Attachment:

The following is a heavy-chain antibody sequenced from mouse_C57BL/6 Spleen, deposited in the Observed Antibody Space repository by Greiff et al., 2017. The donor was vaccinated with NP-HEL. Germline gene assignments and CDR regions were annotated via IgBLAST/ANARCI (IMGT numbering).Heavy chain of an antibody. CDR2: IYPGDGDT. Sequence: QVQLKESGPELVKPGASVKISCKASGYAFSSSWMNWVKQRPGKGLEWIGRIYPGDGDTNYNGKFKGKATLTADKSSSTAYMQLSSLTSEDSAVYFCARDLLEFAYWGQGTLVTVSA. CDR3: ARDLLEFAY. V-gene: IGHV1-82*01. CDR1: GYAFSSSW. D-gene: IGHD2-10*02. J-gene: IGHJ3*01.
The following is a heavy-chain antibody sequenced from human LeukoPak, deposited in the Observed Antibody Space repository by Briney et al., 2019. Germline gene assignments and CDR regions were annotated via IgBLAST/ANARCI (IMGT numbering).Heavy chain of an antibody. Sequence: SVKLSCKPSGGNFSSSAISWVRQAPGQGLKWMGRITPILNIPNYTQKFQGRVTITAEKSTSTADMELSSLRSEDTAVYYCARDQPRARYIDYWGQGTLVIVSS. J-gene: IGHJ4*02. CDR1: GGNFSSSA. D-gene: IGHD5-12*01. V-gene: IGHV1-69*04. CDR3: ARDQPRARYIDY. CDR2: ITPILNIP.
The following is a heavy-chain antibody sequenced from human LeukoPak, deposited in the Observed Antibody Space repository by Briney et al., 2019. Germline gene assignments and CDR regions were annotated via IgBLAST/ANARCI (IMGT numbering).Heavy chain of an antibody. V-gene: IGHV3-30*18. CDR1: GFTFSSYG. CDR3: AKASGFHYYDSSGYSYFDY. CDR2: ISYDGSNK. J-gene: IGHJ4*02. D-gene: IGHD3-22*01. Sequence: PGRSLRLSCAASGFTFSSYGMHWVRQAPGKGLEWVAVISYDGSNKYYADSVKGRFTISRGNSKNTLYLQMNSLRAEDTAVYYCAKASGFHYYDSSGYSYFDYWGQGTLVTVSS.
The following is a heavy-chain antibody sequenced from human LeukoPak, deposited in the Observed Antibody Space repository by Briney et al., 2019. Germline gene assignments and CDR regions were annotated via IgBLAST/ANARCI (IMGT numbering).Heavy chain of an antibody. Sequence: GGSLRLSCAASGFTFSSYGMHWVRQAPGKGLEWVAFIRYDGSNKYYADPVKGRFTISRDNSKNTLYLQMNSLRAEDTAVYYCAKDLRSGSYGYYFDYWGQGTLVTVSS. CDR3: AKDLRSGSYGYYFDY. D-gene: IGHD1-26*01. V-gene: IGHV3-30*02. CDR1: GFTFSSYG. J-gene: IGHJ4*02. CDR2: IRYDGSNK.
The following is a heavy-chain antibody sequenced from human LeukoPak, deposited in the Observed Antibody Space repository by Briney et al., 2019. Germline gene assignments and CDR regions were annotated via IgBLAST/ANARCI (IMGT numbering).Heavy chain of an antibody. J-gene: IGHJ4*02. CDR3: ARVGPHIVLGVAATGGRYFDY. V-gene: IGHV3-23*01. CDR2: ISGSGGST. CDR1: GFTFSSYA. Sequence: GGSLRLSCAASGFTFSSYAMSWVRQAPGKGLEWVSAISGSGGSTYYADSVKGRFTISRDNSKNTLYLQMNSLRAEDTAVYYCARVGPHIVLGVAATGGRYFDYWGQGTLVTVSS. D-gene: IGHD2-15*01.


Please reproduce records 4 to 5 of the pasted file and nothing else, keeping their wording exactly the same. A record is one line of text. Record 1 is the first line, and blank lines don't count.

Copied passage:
The following is a heavy-chain antibody sequenced from human LeukoPak, deposited in the Observed Antibody Space repository by Briney et al., 2019. Germline gene assignments and CDR regions were annotated via IgBLAST/ANARCI (IMGT numbering).Heavy chain of an antibody. Sequence: GGSLRLSCAASGFTFSSYGMHWVRQAPGKGLEWVAFIRYDGSNKYYADPVKGRFTISRDNSKNTLYLQMNSLRAEDTAVYYCAKDLRSGSYGYYFDYWGQGTLVTVSS. CDR3: AKDLRSGSYGYYFDY. D-gene: IGHD1-26*01. V-gene: IGHV3-30*02. CDR1: GFTFSSYG. J-gene: IGHJ4*02. CDR2: IRYDGSNK.
The following is a heavy-chain antibody sequenced from human LeukoPak, deposited in the Observed Antibody Space repository by Briney et al., 2019. Germline gene assignments and CDR regions were annotated via IgBLAST/ANARCI (IMGT numbering).Heavy chain of an antibody. J-gene: IGHJ4*02. CDR3: ARVGPHIVLGVAATGGRYFDY. V-gene: IGHV3-23*01. CDR2: ISGSGGST. CDR1: GFTFSSYA. Sequence: GGSLRLSCAASGFTFSSYAMSWVRQAPGKGLEWVSAISGSGGSTYYADSVKGRFTISRDNSKNTLYLQMNSLRAEDTAVYYCARVGPHIVLGVAATGGRYFDYWGQGTLVTVSS. D-gene: IGHD2-15*01.